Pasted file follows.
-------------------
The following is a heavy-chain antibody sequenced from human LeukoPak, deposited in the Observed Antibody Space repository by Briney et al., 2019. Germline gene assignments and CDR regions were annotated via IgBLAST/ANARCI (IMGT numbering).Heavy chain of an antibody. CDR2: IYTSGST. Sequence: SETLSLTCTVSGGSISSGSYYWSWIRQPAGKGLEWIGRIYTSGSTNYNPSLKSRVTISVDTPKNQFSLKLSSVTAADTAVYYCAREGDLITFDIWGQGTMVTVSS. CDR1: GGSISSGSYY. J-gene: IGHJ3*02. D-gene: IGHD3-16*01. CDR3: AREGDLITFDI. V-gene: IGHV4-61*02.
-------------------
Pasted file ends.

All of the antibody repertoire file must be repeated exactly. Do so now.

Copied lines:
The following is a heavy-chain antibody sequenced from human LeukoPak, deposited in the Observed Antibody Space repository by Briney et al., 2019. Germline gene assignments and CDR regions were annotated via IgBLAST/ANARCI (IMGT numbering).Heavy chain of an antibody. CDR2: IYTSGST. Sequence: SETLSLTCTVSGGSISSGSYYWSWIRQPAGKGLEWIGRIYTSGSTNYNPSLKSRVTISVDTPKNQFSLKLSSVTAADTAVYYCAREGDLITFDIWGQGTMVTVSS. CDR1: GGSISSGSYY. J-gene: IGHJ3*02. D-gene: IGHD3-16*01. CDR3: AREGDLITFDI. V-gene: IGHV4-61*02.